“Ordination season” is coming up, and a bunch of clergy who might not otherwise gown will gown, and a bunch of ordinands will get getting gifts, gowns included. A thought about maintaining your vesture.

I own two gowns — one too many in retrospect — and the older is about eleven or twelve years old. I have never had it cleaned, though it looks fine. Don’t be shocked by this.

In our wash-and-wear culture it may seem a sin not to wash clothing, but some items were never meant to be cleaned conventionally. Geneva gowns, especially, seem to suffer when their seams are tested. So I spot clean, brush, and steam (iron? never) it as necessary. But above all these I keep it protected away from sunlight and always (now) travel with it in a travel bag. If I know I’ll be near something messy — wedding cake, say — I am sure to put it away first.

I now expect years of service from my gowns and hope the same for you.

So if you’re buying an ordination gift, but want to get something unconventional, consider getting a good (dress length) garment bag or a clothes steamer. (The ordinand will get enough Bibles and book gift-certificates.) I was given these and have long appreciated them.

What ministers wear, an unexpected symposium

Sorry, dears. I’ve been terribly busy for the last three days and my half-formed posts need some work before I publish them.

That, and PeaceBang has engaged in an interesting dialogue with her “nemesis” at Beauty Tips for Ministers. ( I actually fall somewhere between the two.) Regular and first-time commenters have made this the must-read of the religious pros blogosphere. Read that while I get something together for your enjoyment.
PeaceBang’s Friendly Nemesis 

Slovak Lutheran preaching bands fabulousness

I wrote before that I was concentrating on lay-related matters for the next little while, with one noticable exception. This is it. I’ve made Geneva bands my schtick because it plays in so well with a gay male Protestant minister pun, and there aren’t a lot of those. You gotta use what you got.

When the Unitarian bishop of Transylvania and his assistant led communion at the 2003 UUCF Revival, I offered them the contents of my office closet (including what two past ministers left behind) for vesture: gowns, Geneva bands, and stoles. They only took the black gowns. As the Bishop put it, “we do not wear the Moses’ tablets.”

It seems bands are how you can tell a Transylvanian Unitarian from a Lutheran. A couple of weeks ago, for kicks, I decided to see what the Mittle Europa “Loo-trins” wear, ministerially. And I found them in Slovakia.

An English-language international church in Brataslava has a helpful page called “Things to know about Slovak Lutheran Liturgy” which includes details about the vesture:

  • black gown as used by the German Lutheran Church (academic robe from the 16th century worn by university professors) — called “luterák” (Luther Rock/Luther Skirt)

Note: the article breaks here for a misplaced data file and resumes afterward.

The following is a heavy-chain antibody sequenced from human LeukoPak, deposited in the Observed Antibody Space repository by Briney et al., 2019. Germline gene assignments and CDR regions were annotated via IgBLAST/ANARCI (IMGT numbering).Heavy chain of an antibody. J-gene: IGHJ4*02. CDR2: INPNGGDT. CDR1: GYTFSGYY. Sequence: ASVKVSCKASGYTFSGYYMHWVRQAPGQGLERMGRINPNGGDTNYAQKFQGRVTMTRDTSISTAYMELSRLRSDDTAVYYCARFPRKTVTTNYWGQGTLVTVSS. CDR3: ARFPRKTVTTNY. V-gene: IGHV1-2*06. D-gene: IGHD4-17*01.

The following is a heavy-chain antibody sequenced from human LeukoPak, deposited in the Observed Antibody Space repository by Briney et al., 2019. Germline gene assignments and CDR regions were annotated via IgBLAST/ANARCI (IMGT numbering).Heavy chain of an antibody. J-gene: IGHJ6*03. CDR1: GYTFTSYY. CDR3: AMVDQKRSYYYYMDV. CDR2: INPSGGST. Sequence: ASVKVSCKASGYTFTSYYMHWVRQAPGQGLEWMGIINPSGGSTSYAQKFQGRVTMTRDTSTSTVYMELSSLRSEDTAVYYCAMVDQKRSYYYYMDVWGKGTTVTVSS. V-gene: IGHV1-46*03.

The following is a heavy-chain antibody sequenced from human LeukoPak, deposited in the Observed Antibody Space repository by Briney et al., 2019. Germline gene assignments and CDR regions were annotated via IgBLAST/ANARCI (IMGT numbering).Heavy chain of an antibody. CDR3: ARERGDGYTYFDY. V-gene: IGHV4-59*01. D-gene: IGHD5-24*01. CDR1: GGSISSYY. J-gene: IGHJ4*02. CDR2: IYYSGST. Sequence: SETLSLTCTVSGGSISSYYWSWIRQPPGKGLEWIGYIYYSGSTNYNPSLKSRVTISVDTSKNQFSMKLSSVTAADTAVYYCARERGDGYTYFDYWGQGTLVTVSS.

• collar — two white-cloth rectangular strips symbolizing the two tables of the Decalogue — called “tablicky” (pronounced as “tublichky”)
  • white vestment worn over the gown on many occasions (by pastors only, not by chaplains) — called “kamza” (pronounced “kumzhah”)
  • stoles are not used, all robes are black-and-white

OK, there’s the reference to the tablets of the Ten Commandments again. Hmm. The gown is more like the cape like gown of the Transylvanian Unitarians, too. Has a nifty collar, too. I now want one. The kazma sounded nifty (and perhaps an alternative to cassock and surplice?) until I saw one. Looks more like a frilly duster of the kind that even my dear departed maternal grandmother wouldn’t wear.

As they say, a picture is worth a thousand words.

Some event in 2005; you have to scroll a ways down.

Synod pictures from 2003, I think.

And then there are the pictures at the bottom of this page. Note that one minister is not dressed like the others. Purple shirt? Form fitting alb? No cape-gown, bands or duster. Obviously not from around there. She’s the Rev. Wilma S. Kucharek, the bishop of the US Evangelical Lutheran Church of America’s Slovak Zion Synod, and I presume an honored guest. Kind of a shame that the ethnic vesture didn’t persist in the ELCA’s one ethnic synod.

Oh, and some Hungarian Lutheran ministers getting in on the fun. (See upper left hand corner.)

Beauty tips for the boys: eyebrows

The Rt. Rev. Rowan Williams, the Archbishop of Canterbury (picture), has been a disappointing leader for many of the world’s Anglicans, left and right. But I’ll leave it to the Episcopalians to give him a boot in the cassock, particularly his handling of bishops who meddle in others’ jurisdictions.

My beef with this learned cleric is a problem that comes to most men, but for which there is an easy solution.

Continue reading “Beauty tips for the boys: eyebrows”